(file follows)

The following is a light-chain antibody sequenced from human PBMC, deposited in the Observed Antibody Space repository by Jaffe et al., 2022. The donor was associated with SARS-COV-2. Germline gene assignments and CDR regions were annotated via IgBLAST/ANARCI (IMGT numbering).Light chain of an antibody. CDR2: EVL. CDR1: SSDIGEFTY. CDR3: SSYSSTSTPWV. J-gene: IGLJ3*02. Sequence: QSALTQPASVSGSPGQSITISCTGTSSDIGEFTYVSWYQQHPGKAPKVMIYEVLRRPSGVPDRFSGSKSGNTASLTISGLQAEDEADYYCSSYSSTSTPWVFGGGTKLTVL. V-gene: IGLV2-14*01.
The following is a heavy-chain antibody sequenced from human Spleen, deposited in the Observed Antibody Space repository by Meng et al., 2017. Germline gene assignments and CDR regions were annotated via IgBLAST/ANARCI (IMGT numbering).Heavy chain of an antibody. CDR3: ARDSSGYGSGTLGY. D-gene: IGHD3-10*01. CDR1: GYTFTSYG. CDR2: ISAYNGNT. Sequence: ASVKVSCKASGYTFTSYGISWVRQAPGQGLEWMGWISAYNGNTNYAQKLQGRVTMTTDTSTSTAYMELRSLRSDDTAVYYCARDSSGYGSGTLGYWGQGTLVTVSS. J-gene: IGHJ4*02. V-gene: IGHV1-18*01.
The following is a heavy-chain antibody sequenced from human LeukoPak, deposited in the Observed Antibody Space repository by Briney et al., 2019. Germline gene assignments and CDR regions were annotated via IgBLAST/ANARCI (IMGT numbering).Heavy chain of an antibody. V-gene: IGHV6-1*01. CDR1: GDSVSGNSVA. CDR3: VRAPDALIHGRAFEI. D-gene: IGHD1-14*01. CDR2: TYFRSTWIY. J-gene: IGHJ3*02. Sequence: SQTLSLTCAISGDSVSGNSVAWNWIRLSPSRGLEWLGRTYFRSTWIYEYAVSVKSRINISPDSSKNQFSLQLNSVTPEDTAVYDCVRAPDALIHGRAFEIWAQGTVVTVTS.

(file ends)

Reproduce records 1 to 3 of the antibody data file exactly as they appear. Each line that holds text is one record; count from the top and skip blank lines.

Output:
The following is a light-chain antibody sequenced from human PBMC, deposited in the Observed Antibody Space repository by Jaffe et al., 2022. The donor was associated with SARS-COV-2. Germline gene assignments and CDR regions were annotated via IgBLAST/ANARCI (IMGT numbering).Light chain of an antibody. CDR2: EVL. CDR1: SSDIGEFTY. CDR3: SSYSSTSTPWV. J-gene: IGLJ3*02. Sequence: QSALTQPASVSGSPGQSITISCTGTSSDIGEFTYVSWYQQHPGKAPKVMIYEVLRRPSGVPDRFSGSKSGNTASLTISGLQAEDEADYYCSSYSSTSTPWVFGGGTKLTVL. V-gene: IGLV2-14*01.
The following is a heavy-chain antibody sequenced from human Spleen, deposited in the Observed Antibody Space repository by Meng et al., 2017. Germline gene assignments and CDR regions were annotated via IgBLAST/ANARCI (IMGT numbering).Heavy chain of an antibody. CDR3: ARDSSGYGSGTLGY. D-gene: IGHD3-10*01. CDR1: GYTFTSYG. CDR2: ISAYNGNT. Sequence: ASVKVSCKASGYTFTSYGISWVRQAPGQGLEWMGWISAYNGNTNYAQKLQGRVTMTTDTSTSTAYMELRSLRSDDTAVYYCARDSSGYGSGTLGYWGQGTLVTVSS. J-gene: IGHJ4*02. V-gene: IGHV1-18*01.
The following is a heavy-chain antibody sequenced from human LeukoPak, deposited in the Observed Antibody Space repository by Briney et al., 2019. Germline gene assignments and CDR regions were annotated via IgBLAST/ANARCI (IMGT numbering).Heavy chain of an antibody. V-gene: IGHV6-1*01. CDR1: GDSVSGNSVA. CDR3: VRAPDALIHGRAFEI. D-gene: IGHD1-14*01. CDR2: TYFRSTWIY. J-gene: IGHJ3*02. Sequence: SQTLSLTCAISGDSVSGNSVAWNWIRLSPSRGLEWLGRTYFRSTWIYEYAVSVKSRINISPDSSKNQFSLQLNSVTPEDTAVYDCVRAPDALIHGRAFEIWAQGTVVTVTS.